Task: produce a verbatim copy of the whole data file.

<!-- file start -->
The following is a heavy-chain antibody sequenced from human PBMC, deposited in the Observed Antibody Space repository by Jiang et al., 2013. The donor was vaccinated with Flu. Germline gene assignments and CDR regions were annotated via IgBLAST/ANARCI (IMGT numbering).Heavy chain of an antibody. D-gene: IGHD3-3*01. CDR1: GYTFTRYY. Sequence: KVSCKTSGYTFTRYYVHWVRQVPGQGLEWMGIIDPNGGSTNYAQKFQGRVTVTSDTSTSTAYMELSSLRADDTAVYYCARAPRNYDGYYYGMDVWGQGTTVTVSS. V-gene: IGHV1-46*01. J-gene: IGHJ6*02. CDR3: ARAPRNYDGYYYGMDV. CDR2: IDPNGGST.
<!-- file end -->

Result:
The following is a heavy-chain antibody sequenced from human PBMC, deposited in the Observed Antibody Space repository by Jiang et al., 2013. The donor was vaccinated with Flu. Germline gene assignments and CDR regions were annotated via IgBLAST/ANARCI (IMGT numbering).Heavy chain of an antibody. D-gene: IGHD3-3*01. CDR1: GYTFTRYY. Sequence: KVSCKTSGYTFTRYYVHWVRQVPGQGLEWMGIIDPNGGSTNYAQKFQGRVTVTSDTSTSTAYMELSSLRADDTAVYYCARAPRNYDGYYYGMDVWGQGTTVTVSS. V-gene: IGHV1-46*01. J-gene: IGHJ6*02. CDR3: ARAPRNYDGYYYGMDV. CDR2: IDPNGGST.